Now that Rashard Lewis has been introduced by the Orlando Magic and the dust has settled, the second guessing game is in full force. Inspired by the exorbitant contract Lewis received, ESPN's Chad Ford wrote a fantastic article advising teams on how to manage the salary cap.
Signing the Magic's ticket to being almost good enough.
His five suggestions are great and hit at the heart of many NBA team's mistakes when signing players. There are a few I would like to add to this list.
Don't be fooled by statistics, they can be deceiving
Lewis puts up great stats. But, Ford astutely points out that Lewis was the second-best player on his old team, his old team was bad and he isn't even the best player on his new team. But, because he averaged 22 points, 6.6 rebounds and hit 151 three pointers last year, the Magic felt he automatically made them a championship contender (why else would you give someone a max contract?). Sure, Lewis makes them better, but at what price? As Ford also points out, they have no flexibility now. Because the Magic were fooled by stats, they now have someone who is a reasonably soft second-tier scorer who plays little defense under contract for the next six years.
Stay away from long-term deals for players over 30 years old
GMs inevitably hand over long contracts to players on the other side of the hill of their careers. Sure, the first three years of that contract might be rosy, but the last two or three years always, always, always end up being an albatross. Let it be known that I acknowledge the need to sometimes offer more contract years to a player for the purpose of luring him away from the competition, but a certain amount of discretion is still required in offering contracts. Many times offering more money with less years under contract is a smarter play. Players are usually in their primes from 26-30 years old. Use some responsibility and recognize that players usually start a sharp decline around 31-33, so why offer a player a long, cumbersome contract that will end up paying for a player's move into retirement when they are 35 or 36? Lewis is about to turn 28, so the Magic are bumping the nose of acceptability on this one.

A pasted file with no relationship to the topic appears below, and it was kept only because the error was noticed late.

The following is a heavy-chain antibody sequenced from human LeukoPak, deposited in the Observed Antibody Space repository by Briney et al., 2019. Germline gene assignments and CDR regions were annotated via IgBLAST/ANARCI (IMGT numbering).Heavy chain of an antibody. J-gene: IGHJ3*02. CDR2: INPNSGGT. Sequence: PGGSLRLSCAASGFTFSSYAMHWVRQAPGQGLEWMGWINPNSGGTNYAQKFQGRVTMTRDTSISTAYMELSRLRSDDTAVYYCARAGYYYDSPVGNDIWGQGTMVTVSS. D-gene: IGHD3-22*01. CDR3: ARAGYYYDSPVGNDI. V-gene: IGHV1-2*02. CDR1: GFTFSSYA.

The amount that a player helps your team should be proportional to his pay
If your team's cornerstones are rebounding and scoring around the rim, a player who compliments those things very well may be worth more to your team than to another. Sometimes paying a player over market value is fine, as long as it makes sense with team needs. For example, the Suns gave Steve Nash an accurate amount of money for what he was worth...just under the max contract level. But they were criticized for giving him such a long contract. While it may be true that they will rue the final year or two of that contract, it was worth it for them to overpay for the one cog that makes their machine work properly. Now? The only ones criticized for the Nash situation are the Mavericks, who refused to match that contract and instead signed Erick Dampier to an even longer contract. So, Nash is paid quite a bit of money, but he constitutes such a high percentage of that team's success that he will never be paid enough. That is what makes it a good deal.
Find a number and stick to it
A smart team finds the maximum price they are willing to pay a free agent and sticks to it. Once you start making concessions about contract length and salary, you will always end up overpaying. Players are only worth what you think they are worth. Let someone else overpay for them if they want.
Ultimately, as I always point out, it comes down to owner responsibility. Every owner should have the right to pay a player what they wish, but that doesn't mean you have to have an overzealous means to an idiotic end.